1st Edition

Urban Comics Infrastructure and the Global City in Contemporary Graphic Narratives

By Dominic Davies Copyright 2019
    288 Pages
    by Routledge

    288 Pages 56 B/W Illustrations
    by Routledge

    Urban Comics: Infrastructure and the Global City in Contemporary Graphic Narratives makes an important and timely contribution both to comics studies and urban studies, offering a decolonisation and reconfiguration of both of these already interdisciplinary fields. With chapter-length discussions of comics from cities such as Cairo, Cape Town, New Orleans, Delhi and Beirut, this book shows how artistic collectives and urban social movements working across the global South are producing some of the most exciting and formally innovative graphic narratives of the contemporary moment.

    Throughout, the author reads an expansive range of graphic narratives through the vocabulary of urban studies to argue that these formal innovations should be thought of as a kind of infrastructure. This ‘infrastructural form’ allows urban comics to reveal that the built environments of our cities are not static, banal, or depoliticised, but rather highly charged material spaces that allow some forms of social life to exist while also prohibiting others. Built from a formal infrastructure of grids, gutters and panels, and capable of volumetric, multi-scalar perspectives, this book shows how urban comics are able to represent, repair and even rebuild contemporary global cities toward more socially just and sustainable ends.

    Operating at the intersection of comics studies and urban studies, and offering large global surveys alongside close textual and visual analyses, this book explores and opens up the fascinating relationship between comics and graphic narratives, on the one hand, and cities and urban spaces, on the other.


    Introduction. Urban Comics: Infrastructure and the Global City in Contemporary Graphic Narratives

    Introduction: The Camp and the City

    Form and Infrastructure

    Infrastructural Form

    Comics Collectives as Networked Urban Social Movements

    The Image of the Global City

    New York, New York: A Brief History of Comics and the City

    Five Southern City Case Studies

    Chapter 1. Drawing Public Space: Revolutionary Visual Cultures and the Right to the City in Cairo

    Introduction: Revolutionary Visual Cultures and Gendered Public Spaces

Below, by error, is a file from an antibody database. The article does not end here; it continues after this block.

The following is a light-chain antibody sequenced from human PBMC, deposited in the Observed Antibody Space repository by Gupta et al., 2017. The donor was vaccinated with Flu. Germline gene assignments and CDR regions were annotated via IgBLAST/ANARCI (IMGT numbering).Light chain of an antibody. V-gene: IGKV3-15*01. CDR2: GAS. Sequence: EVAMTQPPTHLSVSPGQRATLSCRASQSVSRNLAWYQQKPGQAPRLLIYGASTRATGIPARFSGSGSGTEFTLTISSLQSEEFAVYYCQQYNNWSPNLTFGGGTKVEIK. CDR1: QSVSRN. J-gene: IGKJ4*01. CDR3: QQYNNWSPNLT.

Egyptian ‘Comix’, Online and Offline

    Urban Cairo in Text and Image

    Vision and Visibility in Magdy El Shafee’s Metro (2008)

    Volume and Verticality in Deena Mohamed’s Qahera, the Webcomic, Not the City (2013-2015) Building Comics, Building Cities

    Chapter 2. Image-Making in the Global City: Eco-Speculative Fictions and Urban Social Movements in Cape Town

    Introduction: South African Cartoons, Comix and Co-mixed Visual Cultures

    Privatisation, Segregation and Image-Making in the Global City

    Afrofuturism, Solarpunk and Water Politics

    Flooding the Cape Town ‘Utopia’

    Turning to Townships: Urban Social Movements in Cape Town

    Chapter 3. Graphic Katrina: Disaster Capitalism and Tourism Gentrification in New Orleans

    Introduction: ‘There’s No Such Thing As A Natural Disaster’

    Voyeurism and Voluntourism in the ‘Drowned City’

    Vertical Perspectives in Josh Neufeld’s A.D. New Orleans After the Deluge (2009)

    Comics and Zines in New Orleans: Gentrifying Forms, DIY Cities

    Autographics, Art and Activism in Erin Wilson’s Snowbird (2013)

    Chapter 4. Comics, Collectives, Collaborations: Engineering Pedestrian and Public Spaces in Delhi

    Introduction: The City-as-Circuitboard

    ‘Engineering’ Comics: Orijit Sen and the Pao Collective

    World Class Delhi: Politics in the City ‘Inside-Out’

    Pedestrianism and Penmanship in Sarnath Banerjee’s Graphic Narratives

    Histories of the Neoliberal Present in Vishwajyoti Ghosh’s Delhi Calm (2010)

    Gendering the Right to the City: Women’s Maps, Women’s Lines

    Chapter 5. Comics as Infrastructure: Public Space and Post-war Reconstruction in Beirut

    Introduction: Post-war Reconstruction in the Neoliberal Era

    Weaponised Infrastructure in Wartime Beirut

    Rebuilding the City in Zeina Abirached’s Graphic Memoirs

    Lamia Ziadé’s Bye Bye Babylon: The City as Witness

    Urban Warfare and Civilian Life in Text and Image

    New Geographies of Beirut: Samandal as Urban Social Movement

    Conclusion. Bordered Forms, Bordered Worlds



    Dominic Davies is a Lecturer in English at City, University of London. In 2018 he finished a British Academy Postdoctoral Fellowship at the University of Oxford, where he also completed his DPhil and established the TORCH Network, ‘Comics and Graphic Novels: The Politics of Form’. He is the author of Imperial Infrastructure and Spatial Resistance in Colonial Literature, 1880-1930 (2017), along with a number of articles and book chapters exploring the relationship between urban infrastructure, the built environment and artistic and literary cultures. He is the co-editor of Fighting Words: Fifteen Books that Shaped the Postcolonial World (2017) and Planned Violence: Post/Colonial Urban Infrastructure, Literature & Culture (2018). He is also the editor of a collection of essays and comics entitled Documenting Trauma in Comics: Traumatic Pasts, Embodied Histories & Graphic Reportage (2019).

    "An outstanding book about the relevance of comics in contemporary urban struggles." --Jörn Ahrens, University of Giessen, Germany